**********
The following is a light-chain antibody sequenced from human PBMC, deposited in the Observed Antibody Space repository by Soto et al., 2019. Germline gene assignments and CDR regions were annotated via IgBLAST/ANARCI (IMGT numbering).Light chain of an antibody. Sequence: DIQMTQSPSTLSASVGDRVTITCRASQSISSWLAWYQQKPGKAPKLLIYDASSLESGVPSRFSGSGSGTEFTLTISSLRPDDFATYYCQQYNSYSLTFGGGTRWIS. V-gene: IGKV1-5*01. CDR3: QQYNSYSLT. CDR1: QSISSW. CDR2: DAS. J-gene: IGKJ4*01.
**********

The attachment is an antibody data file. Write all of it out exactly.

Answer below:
The following is a light-chain antibody sequenced from human PBMC, deposited in the Observed Antibody Space repository by Soto et al., 2019. Germline gene assignments and CDR regions were annotated via IgBLAST/ANARCI (IMGT numbering).Light chain of an antibody. Sequence: DIQMTQSPSTLSASVGDRVTITCRASQSISSWLAWYQQKPGKAPKLLIYDASSLESGVPSRFSGSGSGTEFTLTISSLRPDDFATYYCQQYNSYSLTFGGGTRWIS. V-gene: IGKV1-5*01. CDR3: QQYNSYSLT. CDR1: QSISSW. CDR2: DAS. J-gene: IGKJ4*01.